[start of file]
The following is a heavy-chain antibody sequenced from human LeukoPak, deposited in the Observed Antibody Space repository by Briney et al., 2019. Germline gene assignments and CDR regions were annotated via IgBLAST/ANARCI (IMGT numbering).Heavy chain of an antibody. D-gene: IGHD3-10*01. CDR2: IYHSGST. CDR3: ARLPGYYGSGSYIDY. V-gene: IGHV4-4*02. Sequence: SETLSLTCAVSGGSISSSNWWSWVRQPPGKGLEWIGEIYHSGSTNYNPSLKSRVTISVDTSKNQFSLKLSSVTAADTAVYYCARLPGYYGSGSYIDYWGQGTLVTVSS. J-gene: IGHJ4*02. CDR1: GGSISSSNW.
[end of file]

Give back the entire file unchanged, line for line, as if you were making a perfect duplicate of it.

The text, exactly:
The following is a heavy-chain antibody sequenced from human LeukoPak, deposited in the Observed Antibody Space repository by Briney et al., 2019. Germline gene assignments and CDR regions were annotated via IgBLAST/ANARCI (IMGT numbering).Heavy chain of an antibody. D-gene: IGHD3-10*01. CDR2: IYHSGST. CDR3: ARLPGYYGSGSYIDY. V-gene: IGHV4-4*02. Sequence: SETLSLTCAVSGGSISSSNWWSWVRQPPGKGLEWIGEIYHSGSTNYNPSLKSRVTISVDTSKNQFSLKLSSVTAADTAVYYCARLPGYYGSGSYIDYWGQGTLVTVSS. J-gene: IGHJ4*02. CDR1: GGSISSSNW.